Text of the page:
We were also shown commercials for Las Vegas as well as a promo/commercial for Harley Davidson. Am I the only one that found this odd during a pay-per-view?
Was UFC 160 the bloodiest fight card from start to finish in UFC history? If it wasn’t, it had to be in the top three. By the end of the fight, the canvas looked like a crime scene.
The amount of blood that was spilled during the event was just a little reminder to everyone that the individuals who choose to become professional MMA fighters are a very special breed.
This wasn't the way the Memphis Grizzlies envisioned things going against the San Antonio Spurs.
After Saturday's 104-93 overtime loss at home, they now trail in the series, 3-0. In NBA playoff history, 107 teams have faced 3-0 deficits in best-of-seven series—all 107 teams have ultimately fallen.
But don't think the Grizzlies are going to lie down and allow the Spurs to sweep them in Memphis.
The series stats are frankly ugly for the Grizzlies. They are shooting 38 percent through three games, including 66 percent from the free-throw line. On the flip side, the Spurs are shooting 49 percent from the the field and 40 percent from beyond the arc.
As ESPN put it:
But, then again, this isn't a team that shrinks from a challenge.
The Grizzlies' franchise has changed throughout the years. This is a franchise that lost its first 12 playoff games—an NBA record—yet hasn't been swept in a playoff series since 2006.
This season, the Grizzlies came back from an 0-2 series deficit in the Western Conference quarterfinals to win the next four games against the Los Angeles Clippers. They proceeded to beat up the Oklahoma City Thunder in five games.
This is also the same team that knocked the Spurs out of the playoffs two seasons ago.
Point guard Mike Conley said after going 8-of-21 in Game 3, according to the Associated Press, via ESPN.com:
We have a lot of pride in this team, in this city. It's more than just basketball here, and we owe it to ourselves, owe it to the fans to not get swept and get embarrassed on our home court.
It's also worth noting that the last two games have gone into overtime. It's not like the Spurs have been manhandling the Grizzlies. You would think it's only a matter of time before the Grizzlies win one of those close games, especially in Memphis, where they went 32-9 in the regular season.
The reality is, if the Grizzlies simply made their free throws in those last two games, they would have been leading in the series, 2-1. They've curiously been horrendous at the free-throw line after shooting 77 percent from the charity stripe against the Spurs in the regular season.
So, yes, San Antonio holds a commanding lead and will probably advance to the NBA Finals. But it would be shocking if a Grizzlies team that has built an identity as a tough squad simply lets the Spurs walk all over them.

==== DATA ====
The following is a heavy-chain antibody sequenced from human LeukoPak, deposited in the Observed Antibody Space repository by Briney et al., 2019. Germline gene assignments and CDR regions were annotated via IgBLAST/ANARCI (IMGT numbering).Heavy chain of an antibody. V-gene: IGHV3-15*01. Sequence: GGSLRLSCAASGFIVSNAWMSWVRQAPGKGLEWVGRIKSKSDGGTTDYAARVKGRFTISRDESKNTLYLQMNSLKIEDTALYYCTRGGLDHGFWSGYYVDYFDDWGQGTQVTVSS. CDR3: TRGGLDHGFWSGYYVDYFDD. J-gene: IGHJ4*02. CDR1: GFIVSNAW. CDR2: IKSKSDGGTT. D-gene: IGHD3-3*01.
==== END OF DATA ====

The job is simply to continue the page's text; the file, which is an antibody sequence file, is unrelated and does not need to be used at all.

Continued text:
The A's finished out their third sweep of the 2013 season against the predictably woeful Houston Astros this afternoon. That makes them nine for nine, so far, and pushes their record to 28-23 on the year.
While I have been one to write about the A's traditional second-half surges, I am also wise enough to know that this year is unique. In other words, leaning on past results is probably not a way to assess future results completely.
That is important to note, because Oakland faces an upcoming schedule that, like Mount Everest, increases in difficulty the closer it gets. The A's have teams like the Cincinnati Reds, St. Louis Cardinals, New York Yankees, San Francisco Giants, Boston Red Sox and road games against the Pittsburgh Pirates and the very-good-at-home Milwaukee Brewers to finish the first half.
The relevance in this is that, unlike last year's interleague schedule, this year projects to be much more difficult, as outlined by TeamRankings. And it appears as though the Los Angeles Angels are overcoming their ghastly 2013 start, making victories all the more important.
Ultimately, that means all of the games that are expected to be won must be won. Currently, the A's have a 4.76 starters ERA, good for 24th in baseball. That is a precipitous drop-off from 2012 and one of the biggest reasons for the A's relative lack of success in many games. Against good teams, the A's have to get to their quality bullpen, and they have not done that in enough games this year.
For all of the good teams the A's play, there are still 10 games against a team that is not and will not be any good: the Houston Astros. Yes, the A's are 9-0 on the year against Houston. That means this team is 19-23 against the rest of baseball. If you factor in their 5-1 start against the then-struggling Angels, the A's would be 14-22.
What that means is that in what is still expected to be a tight race to the finish in both the American League West and wild-card positions, the A's have to win every game they are expected to. Considering the West was won on the final game of the 2012 season, it stands to reason that Oakland may very well need all of their 19 games against Houston to be wins.
This is especially true after the controversial loss in Cleveland on May 8. One game makes all the difference sometimes. In the case of the A's, it might be 19 in 2013. So far, they have been a perfect nine, if that makes sense.
In an era of “super teams,” a matchup between two “complete” squads would be a breath of fresh air for followers of the pinnacle level of the sport of basketball.